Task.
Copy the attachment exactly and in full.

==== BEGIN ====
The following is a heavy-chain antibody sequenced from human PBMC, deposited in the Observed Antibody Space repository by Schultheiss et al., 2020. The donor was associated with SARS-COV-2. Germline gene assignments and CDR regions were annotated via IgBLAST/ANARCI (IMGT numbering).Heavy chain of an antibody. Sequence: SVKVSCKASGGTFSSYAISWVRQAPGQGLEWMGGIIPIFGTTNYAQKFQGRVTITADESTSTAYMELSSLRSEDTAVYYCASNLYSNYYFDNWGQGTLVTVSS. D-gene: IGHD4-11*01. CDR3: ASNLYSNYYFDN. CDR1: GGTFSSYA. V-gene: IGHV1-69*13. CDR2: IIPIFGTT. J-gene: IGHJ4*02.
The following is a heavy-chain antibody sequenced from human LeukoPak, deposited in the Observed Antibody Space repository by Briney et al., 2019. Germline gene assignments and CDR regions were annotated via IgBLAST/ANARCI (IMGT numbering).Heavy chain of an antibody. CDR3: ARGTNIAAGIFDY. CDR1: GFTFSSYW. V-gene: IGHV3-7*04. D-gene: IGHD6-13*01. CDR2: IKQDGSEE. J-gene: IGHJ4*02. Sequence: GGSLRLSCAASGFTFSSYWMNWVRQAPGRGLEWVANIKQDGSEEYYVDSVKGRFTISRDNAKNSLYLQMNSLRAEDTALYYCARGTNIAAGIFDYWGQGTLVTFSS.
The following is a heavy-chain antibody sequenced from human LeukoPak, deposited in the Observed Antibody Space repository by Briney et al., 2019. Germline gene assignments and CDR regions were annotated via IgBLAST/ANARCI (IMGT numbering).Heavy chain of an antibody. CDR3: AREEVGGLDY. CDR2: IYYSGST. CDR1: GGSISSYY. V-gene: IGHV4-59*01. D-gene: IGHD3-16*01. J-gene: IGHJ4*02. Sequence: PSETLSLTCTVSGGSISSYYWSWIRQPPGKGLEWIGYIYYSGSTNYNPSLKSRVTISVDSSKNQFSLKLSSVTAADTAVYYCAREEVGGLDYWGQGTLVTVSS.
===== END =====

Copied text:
The following is a heavy-chain antibody sequenced from human PBMC, deposited in the Observed Antibody Space repository by Schultheiss et al., 2020. The donor was associated with SARS-COV-2. Germline gene assignments and CDR regions were annotated via IgBLAST/ANARCI (IMGT numbering).Heavy chain of an antibody. Sequence: SVKVSCKASGGTFSSYAISWVRQAPGQGLEWMGGIIPIFGTTNYAQKFQGRVTITADESTSTAYMELSSLRSEDTAVYYCASNLYSNYYFDNWGQGTLVTVSS. D-gene: IGHD4-11*01. CDR3: ASNLYSNYYFDN. CDR1: GGTFSSYA. V-gene: IGHV1-69*13. CDR2: IIPIFGTT. J-gene: IGHJ4*02.
The following is a heavy-chain antibody sequenced from human LeukoPak, deposited in the Observed Antibody Space repository by Briney et al., 2019. Germline gene assignments and CDR regions were annotated via IgBLAST/ANARCI (IMGT numbering).Heavy chain of an antibody. CDR3: ARGTNIAAGIFDY. CDR1: GFTFSSYW. V-gene: IGHV3-7*04. D-gene: IGHD6-13*01. CDR2: IKQDGSEE. J-gene: IGHJ4*02. Sequence: GGSLRLSCAASGFTFSSYWMNWVRQAPGRGLEWVANIKQDGSEEYYVDSVKGRFTISRDNAKNSLYLQMNSLRAEDTALYYCARGTNIAAGIFDYWGQGTLVTFSS.
The following is a heavy-chain antibody sequenced from human LeukoPak, deposited in the Observed Antibody Space repository by Briney et al., 2019. Germline gene assignments and CDR regions were annotated via IgBLAST/ANARCI (IMGT numbering).Heavy chain of an antibody. CDR3: AREEVGGLDY. CDR2: IYYSGST. CDR1: GGSISSYY. V-gene: IGHV4-59*01. D-gene: IGHD3-16*01. J-gene: IGHJ4*02. Sequence: PSETLSLTCTVSGGSISSYYWSWIRQPPGKGLEWIGYIYYSGSTNYNPSLKSRVTISVDSSKNQFSLKLSSVTAADTAVYYCAREEVGGLDYWGQGTLVTVSS.